What you’ll learn
What you’ll need
Auth0 faced an ambitious goal: they needed to double their annual recurring revenue over the coming year. They were growing quickly but 95% of new business was coming from inbound leads. While a solid source of revenue, inbound traffic wasn't always predictable. Martin “Gonto” Gontovnikas, Auth0’s SVP of Marketing and Growth at the time, knew that if they were going to hit their 2x annual goal, they would need to find a predictable and incremental way to drive more volume.
Auth0 started with email and ads, but quickly learned how saturated these channels were. They wanted to find a tactic that was less crowded, and required fewer barriers for their prospects to engage with them. They needed a dedicated outbound channel that wouldn’t drown their message out in the digital noise.
While the Auth0 team started out by executing outbound strategies in email and ads, they hypothesized direct mail would really set them apart, increasing meetings booked and pipeline revenue.
But just focusing on a less saturated channel wasn't enough. The team knew they would only be successful if they found a way to make an impression—a simple letter campaign wouldn’t cut it.
Gonto thought they would find the most success if they could land on a dramatic and effective outbound campaign. His team had no shortage of fun and attention-grabbing ideas, and they just had to roll them out and wait for the results.
“What we knew is that we needed to generate a way for people to have to reach out to us, and we actually had to give them something they wanted in return.”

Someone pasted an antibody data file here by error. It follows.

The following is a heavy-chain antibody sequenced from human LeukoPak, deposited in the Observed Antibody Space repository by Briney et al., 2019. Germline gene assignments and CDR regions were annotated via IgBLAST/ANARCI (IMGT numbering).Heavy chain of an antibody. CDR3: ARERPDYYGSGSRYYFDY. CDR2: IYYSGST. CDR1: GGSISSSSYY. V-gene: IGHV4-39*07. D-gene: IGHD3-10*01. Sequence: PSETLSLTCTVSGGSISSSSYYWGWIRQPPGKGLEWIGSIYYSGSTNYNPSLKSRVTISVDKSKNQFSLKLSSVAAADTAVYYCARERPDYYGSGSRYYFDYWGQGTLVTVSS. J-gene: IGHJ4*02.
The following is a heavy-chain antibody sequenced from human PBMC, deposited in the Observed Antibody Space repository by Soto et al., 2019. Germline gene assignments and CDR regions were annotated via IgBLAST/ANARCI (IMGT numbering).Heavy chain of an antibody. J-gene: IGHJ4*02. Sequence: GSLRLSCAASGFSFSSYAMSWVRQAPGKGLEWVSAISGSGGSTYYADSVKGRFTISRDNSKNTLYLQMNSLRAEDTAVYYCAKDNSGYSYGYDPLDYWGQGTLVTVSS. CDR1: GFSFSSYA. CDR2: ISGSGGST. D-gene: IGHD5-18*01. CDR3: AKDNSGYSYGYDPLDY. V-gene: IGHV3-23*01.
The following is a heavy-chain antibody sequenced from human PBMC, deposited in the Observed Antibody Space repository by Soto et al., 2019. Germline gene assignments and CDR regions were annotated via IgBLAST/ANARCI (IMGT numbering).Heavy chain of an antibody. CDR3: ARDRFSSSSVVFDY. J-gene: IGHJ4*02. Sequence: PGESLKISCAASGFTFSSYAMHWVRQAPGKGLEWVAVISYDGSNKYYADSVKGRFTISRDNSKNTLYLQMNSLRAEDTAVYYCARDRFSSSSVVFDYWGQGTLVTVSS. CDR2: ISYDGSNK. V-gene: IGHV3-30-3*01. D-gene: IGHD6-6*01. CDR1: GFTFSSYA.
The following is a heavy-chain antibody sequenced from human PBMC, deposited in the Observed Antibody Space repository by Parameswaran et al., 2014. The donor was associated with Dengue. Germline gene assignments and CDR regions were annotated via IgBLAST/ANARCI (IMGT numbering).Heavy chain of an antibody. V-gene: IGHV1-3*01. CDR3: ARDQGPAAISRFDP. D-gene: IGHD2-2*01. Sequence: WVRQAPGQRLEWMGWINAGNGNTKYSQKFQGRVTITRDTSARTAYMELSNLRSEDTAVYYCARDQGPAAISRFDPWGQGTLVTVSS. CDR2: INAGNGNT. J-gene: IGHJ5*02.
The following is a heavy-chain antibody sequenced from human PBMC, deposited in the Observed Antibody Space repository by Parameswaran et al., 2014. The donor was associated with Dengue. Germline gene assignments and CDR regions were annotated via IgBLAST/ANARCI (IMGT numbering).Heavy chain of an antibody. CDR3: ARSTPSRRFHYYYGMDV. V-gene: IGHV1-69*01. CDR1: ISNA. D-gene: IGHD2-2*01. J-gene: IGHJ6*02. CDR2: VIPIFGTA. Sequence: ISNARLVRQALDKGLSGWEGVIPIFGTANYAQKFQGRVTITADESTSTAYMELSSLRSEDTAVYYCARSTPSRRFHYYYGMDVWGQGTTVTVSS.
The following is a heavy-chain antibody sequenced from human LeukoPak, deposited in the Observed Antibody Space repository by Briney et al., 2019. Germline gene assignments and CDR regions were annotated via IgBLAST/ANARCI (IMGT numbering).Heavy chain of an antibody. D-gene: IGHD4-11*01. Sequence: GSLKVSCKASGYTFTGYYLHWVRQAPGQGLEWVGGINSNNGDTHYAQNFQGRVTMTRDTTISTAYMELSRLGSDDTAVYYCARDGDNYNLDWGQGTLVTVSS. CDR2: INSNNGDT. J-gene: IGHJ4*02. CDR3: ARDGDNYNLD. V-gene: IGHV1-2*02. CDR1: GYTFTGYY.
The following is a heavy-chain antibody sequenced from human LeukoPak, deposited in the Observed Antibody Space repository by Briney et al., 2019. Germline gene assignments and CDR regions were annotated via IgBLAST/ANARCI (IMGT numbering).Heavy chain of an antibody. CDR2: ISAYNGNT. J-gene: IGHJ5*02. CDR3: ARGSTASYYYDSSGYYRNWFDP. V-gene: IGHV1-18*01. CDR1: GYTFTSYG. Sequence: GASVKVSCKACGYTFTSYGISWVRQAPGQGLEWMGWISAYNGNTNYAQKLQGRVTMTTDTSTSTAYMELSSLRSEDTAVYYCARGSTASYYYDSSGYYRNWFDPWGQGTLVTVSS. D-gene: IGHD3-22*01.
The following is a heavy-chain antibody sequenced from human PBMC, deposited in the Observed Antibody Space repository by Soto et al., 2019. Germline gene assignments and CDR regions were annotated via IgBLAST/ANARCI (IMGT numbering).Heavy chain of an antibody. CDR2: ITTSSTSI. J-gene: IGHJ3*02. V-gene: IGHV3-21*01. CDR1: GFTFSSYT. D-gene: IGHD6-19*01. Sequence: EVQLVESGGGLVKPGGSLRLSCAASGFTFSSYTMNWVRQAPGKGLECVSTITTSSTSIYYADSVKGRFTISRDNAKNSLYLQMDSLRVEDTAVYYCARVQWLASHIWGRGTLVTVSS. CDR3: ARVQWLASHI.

“We knew we needed some way for our target account prospects to engage, but we also wanted something that was security related since Auth0 is a digital security company.”
With those two objectives in mind, the team started to test out ideas. Unfortunately, the first couple of ideas fizzled.
“Our first campaign was a digital transformation campaign. We gave out Transformers toys to people inside the company and asked them to look for others who had also been given a Transformer toy. Nobody gave a shit. So we tried another tactic—a newspaper. It was a fake New York Times or Washington Post, depending on where the company was located. And what it said was that they lost millions and that their competitor was doing great because of Auth0. That actually scared people. It didn't work out.”
Based on early feedback from these tests, Gonto and his team knew what didn’t work. The newspaper scared people, making them unwilling to initiate contact. The transformer campaign required action, but didn’t get anyone excited enough to participate. If they could correct these problems, Gonto and team hypothesized, they could create a campaign that differentiated Auth0 while also initiating the right response.
After brainstorming with his team—led by Rachael Tiow, who leads global account-based marketing at Auth0—they came up with an idea: a box with a gift and materials about Auth0 inside—but one that required a passcode to unlock. To get the code and reveal what was inside, prospects would need to contact the Auth0 SDR team.
This is what an early iteration looked like. Inside, it contained a free Tile as a gift: